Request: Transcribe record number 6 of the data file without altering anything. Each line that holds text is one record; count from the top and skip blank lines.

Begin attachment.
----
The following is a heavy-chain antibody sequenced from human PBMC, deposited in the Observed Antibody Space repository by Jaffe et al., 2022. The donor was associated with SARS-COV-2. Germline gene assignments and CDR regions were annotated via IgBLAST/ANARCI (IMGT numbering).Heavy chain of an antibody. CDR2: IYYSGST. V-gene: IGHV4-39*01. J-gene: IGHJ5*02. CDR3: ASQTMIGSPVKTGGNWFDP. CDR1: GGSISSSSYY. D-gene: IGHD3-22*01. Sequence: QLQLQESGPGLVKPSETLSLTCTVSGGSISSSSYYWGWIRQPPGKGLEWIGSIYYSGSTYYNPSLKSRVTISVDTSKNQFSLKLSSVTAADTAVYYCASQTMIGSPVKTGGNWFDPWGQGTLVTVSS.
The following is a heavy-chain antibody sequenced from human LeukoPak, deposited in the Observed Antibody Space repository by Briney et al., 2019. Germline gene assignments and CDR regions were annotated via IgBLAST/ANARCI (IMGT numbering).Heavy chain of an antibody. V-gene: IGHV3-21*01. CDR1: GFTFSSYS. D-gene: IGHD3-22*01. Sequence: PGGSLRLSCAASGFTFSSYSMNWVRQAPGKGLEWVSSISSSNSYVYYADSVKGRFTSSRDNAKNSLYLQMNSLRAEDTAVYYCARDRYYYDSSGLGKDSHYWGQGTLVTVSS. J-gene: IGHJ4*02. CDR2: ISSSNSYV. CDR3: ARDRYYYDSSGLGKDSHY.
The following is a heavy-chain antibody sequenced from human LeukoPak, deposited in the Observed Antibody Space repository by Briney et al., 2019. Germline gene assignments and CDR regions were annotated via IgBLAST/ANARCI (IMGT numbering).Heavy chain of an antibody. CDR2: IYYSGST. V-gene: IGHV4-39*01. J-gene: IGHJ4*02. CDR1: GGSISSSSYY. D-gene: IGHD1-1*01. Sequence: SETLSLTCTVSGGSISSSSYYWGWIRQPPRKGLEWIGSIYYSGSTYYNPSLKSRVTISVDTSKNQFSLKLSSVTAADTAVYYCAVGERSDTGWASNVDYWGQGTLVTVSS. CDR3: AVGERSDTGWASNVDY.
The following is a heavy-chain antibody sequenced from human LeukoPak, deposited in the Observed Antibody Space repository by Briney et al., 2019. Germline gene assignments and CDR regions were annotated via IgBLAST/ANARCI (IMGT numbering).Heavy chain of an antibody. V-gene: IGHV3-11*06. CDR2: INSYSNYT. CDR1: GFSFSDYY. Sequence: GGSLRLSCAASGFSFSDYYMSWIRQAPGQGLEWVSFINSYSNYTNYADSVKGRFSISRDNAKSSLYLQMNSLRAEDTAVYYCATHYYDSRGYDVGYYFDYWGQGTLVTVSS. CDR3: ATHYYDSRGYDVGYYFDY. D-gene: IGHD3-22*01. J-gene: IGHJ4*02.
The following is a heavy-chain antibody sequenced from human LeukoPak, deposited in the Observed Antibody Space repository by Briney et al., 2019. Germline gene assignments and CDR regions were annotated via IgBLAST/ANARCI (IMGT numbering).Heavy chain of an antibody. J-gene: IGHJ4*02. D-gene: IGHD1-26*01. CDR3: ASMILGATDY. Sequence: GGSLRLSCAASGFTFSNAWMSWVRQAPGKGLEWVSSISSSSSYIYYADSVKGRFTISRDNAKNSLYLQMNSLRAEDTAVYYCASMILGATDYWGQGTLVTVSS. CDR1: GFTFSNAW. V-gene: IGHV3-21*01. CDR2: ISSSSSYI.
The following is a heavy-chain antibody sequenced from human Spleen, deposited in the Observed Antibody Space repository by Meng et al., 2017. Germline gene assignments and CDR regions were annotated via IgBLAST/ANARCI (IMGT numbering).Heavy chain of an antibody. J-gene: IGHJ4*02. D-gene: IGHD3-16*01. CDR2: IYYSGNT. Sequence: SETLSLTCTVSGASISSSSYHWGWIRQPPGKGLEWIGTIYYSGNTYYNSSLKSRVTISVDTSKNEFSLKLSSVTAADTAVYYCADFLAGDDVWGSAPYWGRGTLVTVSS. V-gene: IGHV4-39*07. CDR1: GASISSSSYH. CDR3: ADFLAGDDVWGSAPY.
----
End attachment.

The following is a heavy-chain antibody sequenced from human Spleen, deposited in the Observed Antibody Space repository by Meng et al., 2017. Germline gene assignments and CDR regions were annotated via IgBLAST/ANARCI (IMGT numbering).Heavy chain of an antibody. J-gene: IGHJ4*02. D-gene: IGHD3-16*01. CDR2: IYYSGNT. Sequence: SETLSLTCTVSGASISSSSYHWGWIRQPPGKGLEWIGTIYYSGNTYYNSSLKSRVTISVDTSKNEFSLKLSSVTAADTAVYYCADFLAGDDVWGSAPYWGRGTLVTVSS. V-gene: IGHV4-39*07. CDR1: GASISSSSYH. CDR3: ADFLAGDDVWGSAPY.